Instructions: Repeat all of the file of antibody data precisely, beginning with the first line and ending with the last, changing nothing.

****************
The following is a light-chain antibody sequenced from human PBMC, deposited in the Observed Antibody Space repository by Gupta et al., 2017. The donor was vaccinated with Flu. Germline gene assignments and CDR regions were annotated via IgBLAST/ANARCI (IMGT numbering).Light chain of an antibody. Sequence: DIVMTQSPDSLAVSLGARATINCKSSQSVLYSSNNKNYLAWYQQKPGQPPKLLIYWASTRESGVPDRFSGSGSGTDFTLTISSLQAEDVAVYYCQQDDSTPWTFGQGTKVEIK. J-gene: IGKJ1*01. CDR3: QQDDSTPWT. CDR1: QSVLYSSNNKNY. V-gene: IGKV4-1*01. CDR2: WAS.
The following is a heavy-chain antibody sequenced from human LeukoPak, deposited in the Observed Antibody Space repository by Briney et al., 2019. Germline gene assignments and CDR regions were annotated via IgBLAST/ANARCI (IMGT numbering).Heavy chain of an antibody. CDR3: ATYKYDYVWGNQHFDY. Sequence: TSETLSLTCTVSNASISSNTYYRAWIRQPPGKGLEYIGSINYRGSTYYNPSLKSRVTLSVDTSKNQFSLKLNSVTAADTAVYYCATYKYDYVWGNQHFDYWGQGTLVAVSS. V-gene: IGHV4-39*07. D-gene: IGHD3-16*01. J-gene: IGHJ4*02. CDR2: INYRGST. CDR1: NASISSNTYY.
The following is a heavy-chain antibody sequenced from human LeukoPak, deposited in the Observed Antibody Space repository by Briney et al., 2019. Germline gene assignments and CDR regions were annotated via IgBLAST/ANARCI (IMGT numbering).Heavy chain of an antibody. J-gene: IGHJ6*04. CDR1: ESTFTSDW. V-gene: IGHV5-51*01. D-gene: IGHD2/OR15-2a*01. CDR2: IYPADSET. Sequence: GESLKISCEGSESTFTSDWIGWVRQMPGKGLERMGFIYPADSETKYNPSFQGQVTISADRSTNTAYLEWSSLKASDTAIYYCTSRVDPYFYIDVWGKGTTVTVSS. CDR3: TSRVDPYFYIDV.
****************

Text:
The following is a light-chain antibody sequenced from human PBMC, deposited in the Observed Antibody Space repository by Gupta et al., 2017. The donor was vaccinated with Flu. Germline gene assignments and CDR regions were annotated via IgBLAST/ANARCI (IMGT numbering).Light chain of an antibody. Sequence: DIVMTQSPDSLAVSLGARATINCKSSQSVLYSSNNKNYLAWYQQKPGQPPKLLIYWASTRESGVPDRFSGSGSGTDFTLTISSLQAEDVAVYYCQQDDSTPWTFGQGTKVEIK. J-gene: IGKJ1*01. CDR3: QQDDSTPWT. CDR1: QSVLYSSNNKNY. V-gene: IGKV4-1*01. CDR2: WAS.
The following is a heavy-chain antibody sequenced from human LeukoPak, deposited in the Observed Antibody Space repository by Briney et al., 2019. Germline gene assignments and CDR regions were annotated via IgBLAST/ANARCI (IMGT numbering).Heavy chain of an antibody. CDR3: ATYKYDYVWGNQHFDY. Sequence: TSETLSLTCTVSNASISSNTYYRAWIRQPPGKGLEYIGSINYRGSTYYNPSLKSRVTLSVDTSKNQFSLKLNSVTAADTAVYYCATYKYDYVWGNQHFDYWGQGTLVAVSS. V-gene: IGHV4-39*07. D-gene: IGHD3-16*01. J-gene: IGHJ4*02. CDR2: INYRGST. CDR1: NASISSNTYY.
The following is a heavy-chain antibody sequenced from human LeukoPak, deposited in the Observed Antibody Space repository by Briney et al., 2019. Germline gene assignments and CDR regions were annotated via IgBLAST/ANARCI (IMGT numbering).Heavy chain of an antibody. J-gene: IGHJ6*04. CDR1: ESTFTSDW. V-gene: IGHV5-51*01. D-gene: IGHD2/OR15-2a*01. CDR2: IYPADSET. Sequence: GESLKISCEGSESTFTSDWIGWVRQMPGKGLERMGFIYPADSETKYNPSFQGQVTISADRSTNTAYLEWSSLKASDTAIYYCTSRVDPYFYIDVWGKGTTVTVSS. CDR3: TSRVDPYFYIDV.